Wild plum trees are scrappy. They sprout up in ditch banks all around Boise, particularly along the Boise River. In the spring they're one of the first trees to bloom—in fluffy popcorn tufts of white and purplepink. And in the summer they sprout tiny, tart plums in shades that range from banana yellow to fuchsia to deep purple. You might have stepped on some splattered on the Greenbelt and thought, “Gross, someone should cut down this dumb tree!”
But did you reach up and pluck one off the branch and pop it in your mouth? When perfectly ripe, wild plums are a juicy reminder that sometimes nature doesn’t need a whole lot of nurture to produce something super delicious. And when fermented, they make a tasty AF fruit wine. Just ask Chef Alex, who's had a long obsession with crafting fermented beverages from wild fruit and honey.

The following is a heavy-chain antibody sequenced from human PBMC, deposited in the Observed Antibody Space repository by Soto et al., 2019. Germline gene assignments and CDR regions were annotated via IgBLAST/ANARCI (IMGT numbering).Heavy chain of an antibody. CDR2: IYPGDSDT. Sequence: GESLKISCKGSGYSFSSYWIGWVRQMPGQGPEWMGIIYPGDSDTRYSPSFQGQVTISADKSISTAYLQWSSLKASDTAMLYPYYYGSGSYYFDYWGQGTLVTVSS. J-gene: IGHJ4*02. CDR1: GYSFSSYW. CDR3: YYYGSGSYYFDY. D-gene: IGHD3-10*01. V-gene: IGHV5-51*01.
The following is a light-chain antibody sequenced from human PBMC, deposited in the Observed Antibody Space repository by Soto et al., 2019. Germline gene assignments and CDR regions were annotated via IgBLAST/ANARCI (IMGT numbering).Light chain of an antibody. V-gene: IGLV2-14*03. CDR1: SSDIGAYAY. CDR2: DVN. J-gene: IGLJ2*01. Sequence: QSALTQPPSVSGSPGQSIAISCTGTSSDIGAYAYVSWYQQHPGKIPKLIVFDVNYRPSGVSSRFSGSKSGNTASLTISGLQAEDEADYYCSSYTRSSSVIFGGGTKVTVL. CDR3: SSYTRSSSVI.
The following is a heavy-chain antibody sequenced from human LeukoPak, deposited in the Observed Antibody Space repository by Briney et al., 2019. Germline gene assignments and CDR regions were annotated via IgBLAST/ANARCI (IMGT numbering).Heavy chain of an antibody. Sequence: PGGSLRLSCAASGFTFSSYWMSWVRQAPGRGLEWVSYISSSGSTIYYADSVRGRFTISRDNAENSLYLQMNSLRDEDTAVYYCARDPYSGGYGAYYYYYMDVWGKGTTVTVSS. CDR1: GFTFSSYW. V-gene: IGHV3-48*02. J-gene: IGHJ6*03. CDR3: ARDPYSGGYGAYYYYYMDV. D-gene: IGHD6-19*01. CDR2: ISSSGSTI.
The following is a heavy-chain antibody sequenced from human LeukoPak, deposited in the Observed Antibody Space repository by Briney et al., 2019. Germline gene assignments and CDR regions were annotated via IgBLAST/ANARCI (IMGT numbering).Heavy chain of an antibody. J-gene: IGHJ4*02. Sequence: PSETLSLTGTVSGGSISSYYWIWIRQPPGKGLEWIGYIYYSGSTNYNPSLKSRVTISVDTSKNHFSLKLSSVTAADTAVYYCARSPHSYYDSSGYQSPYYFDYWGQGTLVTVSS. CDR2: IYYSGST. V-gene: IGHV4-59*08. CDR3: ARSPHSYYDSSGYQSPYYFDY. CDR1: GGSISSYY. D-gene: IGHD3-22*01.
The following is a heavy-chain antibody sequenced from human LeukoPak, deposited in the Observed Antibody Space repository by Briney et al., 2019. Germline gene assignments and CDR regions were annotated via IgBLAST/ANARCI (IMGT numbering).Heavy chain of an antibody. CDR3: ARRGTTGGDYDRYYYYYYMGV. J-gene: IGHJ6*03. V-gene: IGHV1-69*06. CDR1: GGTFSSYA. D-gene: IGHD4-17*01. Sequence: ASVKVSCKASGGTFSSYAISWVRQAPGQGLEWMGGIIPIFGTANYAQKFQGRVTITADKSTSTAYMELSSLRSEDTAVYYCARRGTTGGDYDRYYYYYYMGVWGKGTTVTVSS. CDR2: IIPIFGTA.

For our wedding, Alex scavenged the Boise River Greenbelt for the most interesting wild plum saplings he could find. He potted them, watered them and nurtured them over the summer months. And when our wedding rolled around in September, we gave our guests tiny wild plum trees as gifts. Some folks even planted them in their yards at home!
In a more general sense, wild plums are a metaphor for what we believe in as a business. We strive to showcase the foods that grow great in this region—from thoughtfully raised meats and veggies, to wild harvested native fruits and plants. We think that foods that are grown here taste better than foods that aren’t. That’s why we serve as many local foods as possible when they’re in season.
And that’s why, in the summer months, when we're not cooking up food for weddings and dinner parties, you’ll find us strolling along the Boise River—and the dusty back roads outside of town—searching for that perfectly ripe wild plum tree saddled with tons of juicy fruit. If you're lucky, you might get to taste some of our homemade wild plum jam spread on a thick slice of local bread with a hunk of tangy local cheese.
Wild Plum owners Alex Cardoza and Tara Morgan in a fruit orchard on their wedding day.